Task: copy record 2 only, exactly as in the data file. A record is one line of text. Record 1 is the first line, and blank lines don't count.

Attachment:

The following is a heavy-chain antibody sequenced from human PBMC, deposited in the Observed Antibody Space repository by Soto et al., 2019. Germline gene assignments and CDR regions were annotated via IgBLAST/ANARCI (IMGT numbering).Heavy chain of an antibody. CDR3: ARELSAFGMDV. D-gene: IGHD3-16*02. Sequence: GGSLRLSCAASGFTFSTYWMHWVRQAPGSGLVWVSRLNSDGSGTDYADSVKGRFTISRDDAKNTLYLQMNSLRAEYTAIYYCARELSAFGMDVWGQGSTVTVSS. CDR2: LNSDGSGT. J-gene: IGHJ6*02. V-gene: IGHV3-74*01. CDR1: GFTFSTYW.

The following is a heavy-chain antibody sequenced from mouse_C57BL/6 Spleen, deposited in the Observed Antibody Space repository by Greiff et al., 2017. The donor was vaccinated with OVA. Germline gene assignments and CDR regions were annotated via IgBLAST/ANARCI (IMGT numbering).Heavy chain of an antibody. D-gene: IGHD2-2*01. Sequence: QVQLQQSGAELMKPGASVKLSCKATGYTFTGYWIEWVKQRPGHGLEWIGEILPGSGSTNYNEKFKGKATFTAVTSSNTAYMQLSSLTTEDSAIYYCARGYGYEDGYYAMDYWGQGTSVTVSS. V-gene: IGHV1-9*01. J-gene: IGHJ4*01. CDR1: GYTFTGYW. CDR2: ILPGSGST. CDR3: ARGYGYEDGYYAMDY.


The following is a heavy-chain antibody sequenced from mouse_C57BL/6 Spleen, deposited in the Observed Antibody Space repository by Greiff et al., 2017. The donor was vaccinated with OVA. Germline gene assignments and CDR regions were annotated via IgBLAST/ANARCI (IMGT numbering).Heavy chain of an antibody. D-gene: IGHD2-2*01. Sequence: QVQLQQSGAELMKPGASVKLSCKATGYTFTGYWIEWVKQRPGHGLEWIGEILPGSGSTNYNEKFKGKATFTAVTSSNTAYMQLSSLTTEDSAIYYCARGYGYEDGYYAMDYWGQGTSVTVSS. V-gene: IGHV1-9*01. J-gene: IGHJ4*01. CDR1: GYTFTGYW. CDR2: ILPGSGST. CDR3: ARGYGYEDGYYAMDY.